This year, work began on yet a third project, this time in East Timor. The Timor-Leste Legal Education Project is a partnership with The Asia Foundation. It was forged by Erik Jensen, lecturer in law and co-director of the Rule of Law Program, who launched the two previous projects as well. Under his guidance, students are developing applied teaching materials, based on Timorese law, in contract drafting and legal ethics.
Preparation for this latest venture got under way in the fall of 2009 in Jensen’s State-Building and the Rule of Law Workshop. Students researched important background topics for the project, such as the history of education and legal training and the state of the economy and the business environment in East Timor.
Jensen then traveled to East Timor last winter to meet with representatives of the judiciary, the legal profession, and the private sector to learn more about the context of legal education and to identify how Stanford’s resources could be of most assistance.
The initial focus of the project is to provide accessible educational materials. Under Jensen’s guidance, the project aims to complement the doctrinal legal education curriculum currently in place by developing applied teaching materials. This September, Jensen and several Stanford Law students traveled to East Timor to test training materials at the national law school and a training center for practicing lawyers.
“It’s fantastic to have worked so hard on a project that seemed so far away and now come face to face with the key players. Meeting with NGOs, government officials, educators, influential lawyers, and students has added necessary dimension to our project,” says Kathryn Blair ’11 (BA ’05, MA ’06). “My understanding of the needs and the future of the project has grown monumentally in the few short days we have been in the country. The desperate need for legal education, outreach, and socialization is clear from just a few meetings. The potential for impact here is immense, and this is a community that is excited about change, excited about the future, and excited to be working with us. We look forward to continued engagement and seeing the implementation and effects of what we have begun.”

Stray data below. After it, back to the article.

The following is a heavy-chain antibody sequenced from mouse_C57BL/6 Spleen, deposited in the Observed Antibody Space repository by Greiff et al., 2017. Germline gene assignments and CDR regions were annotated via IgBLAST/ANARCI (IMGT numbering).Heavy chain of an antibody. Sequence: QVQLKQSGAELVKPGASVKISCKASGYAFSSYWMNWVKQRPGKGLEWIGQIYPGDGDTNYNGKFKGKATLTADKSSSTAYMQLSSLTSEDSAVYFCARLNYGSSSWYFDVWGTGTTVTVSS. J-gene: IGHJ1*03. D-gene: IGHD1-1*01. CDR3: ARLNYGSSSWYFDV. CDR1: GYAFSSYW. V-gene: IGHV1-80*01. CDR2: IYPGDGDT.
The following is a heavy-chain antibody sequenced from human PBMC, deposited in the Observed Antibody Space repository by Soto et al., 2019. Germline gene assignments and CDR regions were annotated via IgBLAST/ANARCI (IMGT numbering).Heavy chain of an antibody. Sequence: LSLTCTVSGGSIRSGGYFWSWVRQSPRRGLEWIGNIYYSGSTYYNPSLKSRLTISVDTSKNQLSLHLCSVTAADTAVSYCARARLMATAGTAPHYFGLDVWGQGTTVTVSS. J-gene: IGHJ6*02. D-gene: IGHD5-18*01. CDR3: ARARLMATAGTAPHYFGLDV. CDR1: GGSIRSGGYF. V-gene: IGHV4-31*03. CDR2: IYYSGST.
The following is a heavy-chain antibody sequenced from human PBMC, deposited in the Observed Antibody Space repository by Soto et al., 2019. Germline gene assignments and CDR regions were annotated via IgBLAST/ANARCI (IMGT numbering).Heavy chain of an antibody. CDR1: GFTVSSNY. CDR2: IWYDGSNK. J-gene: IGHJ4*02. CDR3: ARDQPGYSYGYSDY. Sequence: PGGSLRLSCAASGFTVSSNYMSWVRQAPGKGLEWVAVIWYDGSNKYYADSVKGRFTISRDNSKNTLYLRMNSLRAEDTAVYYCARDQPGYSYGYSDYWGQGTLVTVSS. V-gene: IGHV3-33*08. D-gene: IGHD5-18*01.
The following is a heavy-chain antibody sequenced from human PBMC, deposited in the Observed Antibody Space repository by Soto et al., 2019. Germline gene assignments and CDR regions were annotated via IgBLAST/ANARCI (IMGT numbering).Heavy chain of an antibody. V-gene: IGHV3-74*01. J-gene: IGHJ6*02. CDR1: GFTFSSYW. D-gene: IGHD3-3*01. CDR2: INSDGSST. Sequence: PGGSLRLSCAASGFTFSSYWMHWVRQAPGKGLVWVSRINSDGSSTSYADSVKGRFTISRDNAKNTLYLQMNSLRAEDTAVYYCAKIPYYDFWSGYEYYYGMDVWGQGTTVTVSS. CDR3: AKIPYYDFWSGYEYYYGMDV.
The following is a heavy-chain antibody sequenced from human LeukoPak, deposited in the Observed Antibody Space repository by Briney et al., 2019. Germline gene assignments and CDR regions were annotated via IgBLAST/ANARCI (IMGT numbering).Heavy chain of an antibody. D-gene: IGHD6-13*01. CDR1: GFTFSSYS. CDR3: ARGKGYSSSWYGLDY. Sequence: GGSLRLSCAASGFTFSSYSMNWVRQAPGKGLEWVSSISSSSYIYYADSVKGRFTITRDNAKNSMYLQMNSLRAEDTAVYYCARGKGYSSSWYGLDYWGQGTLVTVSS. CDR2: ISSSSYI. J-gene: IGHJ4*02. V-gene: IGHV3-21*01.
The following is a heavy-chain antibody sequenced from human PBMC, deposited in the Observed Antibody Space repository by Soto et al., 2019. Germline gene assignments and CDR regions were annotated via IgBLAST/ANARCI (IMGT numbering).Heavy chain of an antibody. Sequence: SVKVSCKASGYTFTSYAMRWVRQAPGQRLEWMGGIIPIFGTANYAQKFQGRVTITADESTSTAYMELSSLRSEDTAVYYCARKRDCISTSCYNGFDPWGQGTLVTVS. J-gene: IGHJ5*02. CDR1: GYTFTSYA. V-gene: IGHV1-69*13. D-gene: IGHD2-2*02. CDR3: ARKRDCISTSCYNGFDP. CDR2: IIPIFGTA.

“The project gives us the rare privilege of teaching fellow law students in a young, rapidly changing democracy,” says Rufat Yunayev ’11. “Timor is not only a breathtakingly beautiful island, but it is one of the newest independent democracies in the world. Its population is still adapting to its new formal legal system, so the project gives us a chance to engage in the future of the country—its youth—at a strategic juncture. Our work involves much more than teaching law or writing legal materials; we are tackling the fundamental questions that law raises for every society. For example, what is the role of the law? Why is it necessary?”
In conjunction with The Asia Foundation, the project’s long-term goal is to contribute to the development of domestic legal education focused on Timorese law and its relationship to real problems that Timorese face in their society and their economy. “Our niche is clearly in developing applied materials about Timor law that will, we hope, provide a vibrant supplement to the Western European-style doctrinal education that Timor-Leste law students now receive,” says Jensen.